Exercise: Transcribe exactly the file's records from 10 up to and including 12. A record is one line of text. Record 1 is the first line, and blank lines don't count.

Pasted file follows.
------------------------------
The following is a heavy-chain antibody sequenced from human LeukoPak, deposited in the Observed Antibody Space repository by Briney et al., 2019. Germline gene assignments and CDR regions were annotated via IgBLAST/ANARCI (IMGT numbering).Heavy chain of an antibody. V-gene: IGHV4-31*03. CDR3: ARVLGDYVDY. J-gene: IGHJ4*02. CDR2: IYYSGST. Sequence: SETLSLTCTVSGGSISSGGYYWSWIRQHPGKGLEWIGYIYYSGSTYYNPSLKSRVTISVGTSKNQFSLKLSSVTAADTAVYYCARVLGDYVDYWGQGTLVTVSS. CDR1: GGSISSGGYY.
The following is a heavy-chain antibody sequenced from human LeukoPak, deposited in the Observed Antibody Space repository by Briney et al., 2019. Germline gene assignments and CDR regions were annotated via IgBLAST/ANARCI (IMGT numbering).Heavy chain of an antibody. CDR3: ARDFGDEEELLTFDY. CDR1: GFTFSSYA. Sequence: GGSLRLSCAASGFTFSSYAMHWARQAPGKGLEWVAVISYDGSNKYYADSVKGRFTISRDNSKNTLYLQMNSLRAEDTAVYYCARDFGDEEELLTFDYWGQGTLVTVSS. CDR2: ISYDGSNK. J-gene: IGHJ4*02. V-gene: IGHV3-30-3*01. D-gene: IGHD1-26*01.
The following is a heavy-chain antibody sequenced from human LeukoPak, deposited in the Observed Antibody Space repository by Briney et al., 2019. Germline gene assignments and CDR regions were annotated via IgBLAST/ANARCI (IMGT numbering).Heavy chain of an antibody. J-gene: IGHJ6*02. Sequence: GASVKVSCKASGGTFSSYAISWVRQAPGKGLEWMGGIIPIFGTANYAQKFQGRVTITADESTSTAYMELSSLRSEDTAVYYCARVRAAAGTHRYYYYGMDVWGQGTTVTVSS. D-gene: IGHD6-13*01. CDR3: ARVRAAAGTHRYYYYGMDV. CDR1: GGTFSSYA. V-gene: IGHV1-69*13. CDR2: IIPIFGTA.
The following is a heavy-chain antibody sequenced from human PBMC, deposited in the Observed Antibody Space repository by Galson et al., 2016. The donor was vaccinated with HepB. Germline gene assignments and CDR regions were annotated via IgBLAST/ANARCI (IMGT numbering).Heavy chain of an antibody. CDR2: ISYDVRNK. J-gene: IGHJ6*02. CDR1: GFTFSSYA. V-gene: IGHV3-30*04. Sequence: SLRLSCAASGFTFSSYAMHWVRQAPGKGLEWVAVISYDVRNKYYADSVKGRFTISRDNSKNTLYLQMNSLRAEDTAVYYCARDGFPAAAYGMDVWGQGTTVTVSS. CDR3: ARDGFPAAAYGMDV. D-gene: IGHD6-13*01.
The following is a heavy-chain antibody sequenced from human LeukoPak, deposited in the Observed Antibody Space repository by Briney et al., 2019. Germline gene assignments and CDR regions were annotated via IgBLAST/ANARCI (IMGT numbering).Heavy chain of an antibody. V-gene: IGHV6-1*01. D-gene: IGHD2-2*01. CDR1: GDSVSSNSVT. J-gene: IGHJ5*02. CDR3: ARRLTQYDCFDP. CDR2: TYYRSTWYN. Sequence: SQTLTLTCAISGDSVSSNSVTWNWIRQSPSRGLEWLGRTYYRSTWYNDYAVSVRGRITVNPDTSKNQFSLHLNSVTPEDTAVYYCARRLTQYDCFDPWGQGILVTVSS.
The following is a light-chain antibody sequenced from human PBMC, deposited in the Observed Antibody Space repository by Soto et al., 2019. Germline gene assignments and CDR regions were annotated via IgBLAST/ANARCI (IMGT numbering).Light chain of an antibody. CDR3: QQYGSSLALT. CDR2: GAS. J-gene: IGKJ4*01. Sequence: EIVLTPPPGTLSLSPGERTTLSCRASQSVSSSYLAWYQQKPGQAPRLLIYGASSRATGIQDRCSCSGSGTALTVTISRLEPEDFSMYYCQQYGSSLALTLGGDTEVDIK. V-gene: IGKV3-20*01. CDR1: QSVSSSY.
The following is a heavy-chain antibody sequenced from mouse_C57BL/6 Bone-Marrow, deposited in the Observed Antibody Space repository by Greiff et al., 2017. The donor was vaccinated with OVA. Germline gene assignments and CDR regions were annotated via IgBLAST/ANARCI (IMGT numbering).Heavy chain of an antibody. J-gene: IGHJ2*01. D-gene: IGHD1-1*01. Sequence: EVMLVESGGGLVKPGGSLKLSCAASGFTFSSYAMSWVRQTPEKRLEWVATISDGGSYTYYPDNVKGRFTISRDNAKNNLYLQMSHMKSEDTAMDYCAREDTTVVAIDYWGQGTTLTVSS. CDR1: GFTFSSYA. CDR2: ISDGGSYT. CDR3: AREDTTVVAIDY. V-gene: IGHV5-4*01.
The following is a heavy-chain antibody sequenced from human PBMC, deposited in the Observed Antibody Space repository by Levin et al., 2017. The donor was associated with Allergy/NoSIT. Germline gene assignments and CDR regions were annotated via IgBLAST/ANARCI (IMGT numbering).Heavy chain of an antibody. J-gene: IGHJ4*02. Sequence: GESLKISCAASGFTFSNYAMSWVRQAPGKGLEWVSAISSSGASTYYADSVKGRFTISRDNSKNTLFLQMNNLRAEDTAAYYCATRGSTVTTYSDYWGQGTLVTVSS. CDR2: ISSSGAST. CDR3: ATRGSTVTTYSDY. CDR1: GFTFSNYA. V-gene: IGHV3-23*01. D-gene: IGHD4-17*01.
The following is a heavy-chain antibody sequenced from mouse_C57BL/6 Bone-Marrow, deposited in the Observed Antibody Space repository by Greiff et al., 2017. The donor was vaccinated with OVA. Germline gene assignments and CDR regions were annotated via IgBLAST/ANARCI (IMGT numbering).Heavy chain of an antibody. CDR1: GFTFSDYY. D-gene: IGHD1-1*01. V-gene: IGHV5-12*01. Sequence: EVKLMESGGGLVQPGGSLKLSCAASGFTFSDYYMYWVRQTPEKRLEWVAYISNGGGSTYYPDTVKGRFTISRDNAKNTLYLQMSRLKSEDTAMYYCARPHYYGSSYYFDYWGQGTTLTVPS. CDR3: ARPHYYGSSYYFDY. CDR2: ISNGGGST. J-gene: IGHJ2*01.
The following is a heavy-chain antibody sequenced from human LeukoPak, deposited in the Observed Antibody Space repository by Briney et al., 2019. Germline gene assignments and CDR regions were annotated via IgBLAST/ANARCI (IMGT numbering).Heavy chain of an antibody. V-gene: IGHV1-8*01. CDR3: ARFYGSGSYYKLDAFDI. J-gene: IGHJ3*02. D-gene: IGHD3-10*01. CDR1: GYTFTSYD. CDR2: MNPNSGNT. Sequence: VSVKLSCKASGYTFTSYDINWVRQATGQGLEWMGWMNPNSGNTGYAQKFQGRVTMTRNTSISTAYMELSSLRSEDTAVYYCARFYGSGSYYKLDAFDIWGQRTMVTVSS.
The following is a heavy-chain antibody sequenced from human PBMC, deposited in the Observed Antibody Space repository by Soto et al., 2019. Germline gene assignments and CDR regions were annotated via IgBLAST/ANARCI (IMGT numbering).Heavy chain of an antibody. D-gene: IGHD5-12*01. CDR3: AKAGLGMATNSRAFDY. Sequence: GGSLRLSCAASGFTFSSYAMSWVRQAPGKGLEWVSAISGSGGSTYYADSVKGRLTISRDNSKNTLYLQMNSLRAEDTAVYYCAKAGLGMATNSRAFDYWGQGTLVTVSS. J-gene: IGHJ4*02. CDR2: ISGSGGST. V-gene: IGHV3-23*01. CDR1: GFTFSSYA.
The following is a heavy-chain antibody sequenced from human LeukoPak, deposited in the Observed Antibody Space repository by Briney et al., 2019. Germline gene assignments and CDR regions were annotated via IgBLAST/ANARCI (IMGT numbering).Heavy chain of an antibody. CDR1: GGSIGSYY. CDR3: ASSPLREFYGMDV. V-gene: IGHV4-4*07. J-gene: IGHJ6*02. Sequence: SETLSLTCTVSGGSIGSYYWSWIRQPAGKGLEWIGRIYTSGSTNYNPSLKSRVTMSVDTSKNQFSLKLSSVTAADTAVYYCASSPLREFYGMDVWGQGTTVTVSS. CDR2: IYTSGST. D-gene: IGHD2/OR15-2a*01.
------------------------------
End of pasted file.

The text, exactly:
The following is a heavy-chain antibody sequenced from human LeukoPak, deposited in the Observed Antibody Space repository by Briney et al., 2019. Germline gene assignments and CDR regions were annotated via IgBLAST/ANARCI (IMGT numbering).Heavy chain of an antibody. V-gene: IGHV1-8*01. CDR3: ARFYGSGSYYKLDAFDI. J-gene: IGHJ3*02. D-gene: IGHD3-10*01. CDR1: GYTFTSYD. CDR2: MNPNSGNT. Sequence: VSVKLSCKASGYTFTSYDINWVRQATGQGLEWMGWMNPNSGNTGYAQKFQGRVTMTRNTSISTAYMELSSLRSEDTAVYYCARFYGSGSYYKLDAFDIWGQRTMVTVSS.
The following is a heavy-chain antibody sequenced from human PBMC, deposited in the Observed Antibody Space repository by Soto et al., 2019. Germline gene assignments and CDR regions were annotated via IgBLAST/ANARCI (IMGT numbering).Heavy chain of an antibody. D-gene: IGHD5-12*01. CDR3: AKAGLGMATNSRAFDY. Sequence: GGSLRLSCAASGFTFSSYAMSWVRQAPGKGLEWVSAISGSGGSTYYADSVKGRLTISRDNSKNTLYLQMNSLRAEDTAVYYCAKAGLGMATNSRAFDYWGQGTLVTVSS. J-gene: IGHJ4*02. CDR2: ISGSGGST. V-gene: IGHV3-23*01. CDR1: GFTFSSYA.
The following is a heavy-chain antibody sequenced from human LeukoPak, deposited in the Observed Antibody Space repository by Briney et al., 2019. Germline gene assignments and CDR regions were annotated via IgBLAST/ANARCI (IMGT numbering).Heavy chain of an antibody. CDR1: GGSIGSYY. CDR3: ASSPLREFYGMDV. V-gene: IGHV4-4*07. J-gene: IGHJ6*02. Sequence: SETLSLTCTVSGGSIGSYYWSWIRQPAGKGLEWIGRIYTSGSTNYNPSLKSRVTMSVDTSKNQFSLKLSSVTAADTAVYYCASSPLREFYGMDVWGQGTTVTVSS. CDR2: IYTSGST. D-gene: IGHD2/OR15-2a*01.